Capitol Records LLC v. ReDigi Inc, U.S. District Court,
Southern District of New York, No. 12-00095
On 30 March 2013, a New York Federal Court ruled that the resale
of digital music files on a web-based service owned and operated by
ReDigi Inc (ReDigi), which created a secondary
market for digital music, constituted an infringement by ReDigi of
the copyright of Capitol Records, LLC
ReDigi created a website to facilitate the sale and purchase of
legally acquired digital music files. This included software
designed to ensure that users would not retain copies of songs they
had sold. Capitol filed legal proceedings alleging that ReDigi
reproduced and distributed sound recordings owned by Capitol and
others, without consent, which constituted an infringement of
In the U.S., owners of copyrighted work have certain exclusive
rights, including the right to reproduce and distribute copies of
On the issue of unauthorised reproduction, ReDigi submitted to
the court that it "migrates" digital files from the
user's computer to the ReDigi server and no reproduction of
files occurs. However, the court held that the movement of a file
from one material object to another (that is, from the user's
computer to the ReDigi server) results in a reproduction,
regardless of whether the original file still exists.
ReDigi did not contest that the distribution of digital files
occurred on its website, however it asserted that the distribution
was protected by the "fair use" and "first
sale" defences under U.S. law.
The U.S. "fair use" defence permits unauthorised
reproduction of copyrighted work for purposes such as criticism,
comment, news reporting, teaching, scholarship or research. The
Court ruled out the fair use defence on the basis that ReDigi
facilitates and profits from the resale of copyrighted commercial
recordings, with a likely detrimental impact to the primary market
for those goods.
ReDigi asserted that the "first sale" doctrine
protected its service. The first sale doctrine provides that an
individual who knowingly purchases a copy of a copyrighted work
from the copyright holder receives the right to sell, display or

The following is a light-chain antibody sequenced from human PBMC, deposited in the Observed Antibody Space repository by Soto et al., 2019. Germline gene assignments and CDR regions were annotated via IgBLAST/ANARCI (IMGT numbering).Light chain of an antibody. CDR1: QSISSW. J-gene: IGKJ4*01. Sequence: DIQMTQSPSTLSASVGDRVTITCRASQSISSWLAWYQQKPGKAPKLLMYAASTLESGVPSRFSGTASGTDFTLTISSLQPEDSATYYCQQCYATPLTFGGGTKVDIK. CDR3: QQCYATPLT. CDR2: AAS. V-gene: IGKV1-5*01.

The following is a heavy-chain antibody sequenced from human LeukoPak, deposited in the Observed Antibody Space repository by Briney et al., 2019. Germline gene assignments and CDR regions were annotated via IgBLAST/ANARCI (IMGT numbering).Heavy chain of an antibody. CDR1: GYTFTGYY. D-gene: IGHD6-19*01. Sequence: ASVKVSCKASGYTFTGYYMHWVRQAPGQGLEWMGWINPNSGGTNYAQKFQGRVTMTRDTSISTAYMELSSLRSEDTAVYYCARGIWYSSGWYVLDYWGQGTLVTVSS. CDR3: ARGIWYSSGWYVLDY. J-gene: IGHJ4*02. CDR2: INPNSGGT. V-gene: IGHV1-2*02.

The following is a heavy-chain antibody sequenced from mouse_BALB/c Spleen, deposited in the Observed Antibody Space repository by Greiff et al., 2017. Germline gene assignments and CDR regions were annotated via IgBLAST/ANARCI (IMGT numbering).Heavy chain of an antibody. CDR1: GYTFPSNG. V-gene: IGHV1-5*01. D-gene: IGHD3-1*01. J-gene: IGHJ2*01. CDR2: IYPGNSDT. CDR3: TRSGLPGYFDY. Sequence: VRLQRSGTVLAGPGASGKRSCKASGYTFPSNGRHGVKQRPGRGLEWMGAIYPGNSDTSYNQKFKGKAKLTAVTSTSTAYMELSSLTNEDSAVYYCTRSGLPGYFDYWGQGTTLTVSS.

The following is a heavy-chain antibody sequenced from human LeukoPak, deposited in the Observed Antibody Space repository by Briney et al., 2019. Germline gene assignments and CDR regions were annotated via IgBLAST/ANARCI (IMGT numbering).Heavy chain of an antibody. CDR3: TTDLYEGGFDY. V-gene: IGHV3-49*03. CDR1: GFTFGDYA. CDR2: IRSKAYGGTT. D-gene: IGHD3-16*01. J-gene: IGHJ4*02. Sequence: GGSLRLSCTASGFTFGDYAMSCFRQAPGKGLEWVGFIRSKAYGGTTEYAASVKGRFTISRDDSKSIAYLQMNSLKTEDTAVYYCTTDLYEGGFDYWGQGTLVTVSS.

otherwise dispose of that particular copy. So when you purchase a
lawfully produced music CD, you are entitled to sell it without
seeking permission from the copyright holder. The doctrine has
statutory recognition under U.S. copyright law. There is no
equivalent legislation in Australia.
The first sale doctrine does not, however, protect an individual
who makes unlawful reproductions of a copyrighted work. As the
court found that ReDigi had reproduced the digital files, rather
than there being a resale of the same "particular"
digital file, the court held that the first use doctrine could not
provide a defence to ReDigi.
The court held that ReDigi's service infringed Capitol's
exclusive right of reproduction as well as its exclusive right of
distribution. The court noted that while ReDigi made a number of
policy arguments about why its service should be considered lawful,
these were not straightforward or un-contested and "the
Court cannot of its own accord condone the wholesale application of
the first sale defence to the digital sphere, particularly when
Congress itself has declined to take that step."
Implications for Australia
Although this is a U.S. case, given the novelty of the questions
considered by the court, the global structure of the music industry
and the similarities between U.S. and Australian copyright law, the
case is likely to have a significant influence on the legal
interpretation of digital resales in Australia.
However, the case is not likely to be fatal to the creation of a
digital resale market. ReDigi has announced its intention to appeal
the decision, and to continue to operate an updated version of its
service which incorporates new technology which was not considered
by the court.
Apple and Amazon will be watching with interest. Both have taken
steps to secure digital resale patents and we can expect that they
will find solutions to enable the emergence of lawful digital
resale markets. This may include ensuring that a single digital
sale doesn't turn into multiple digital copies in the secondary
market, creating mechanisms for content creators to consent to
digital resales and share in the proceeds, and creating
"loans" of digital file copies.
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guide to the subject matter. Specialist advice should be sought
about your specific circumstances.
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Big Data, at least in its unstructured or semi structured form, is very unlikely to be entitled to copyright protection.
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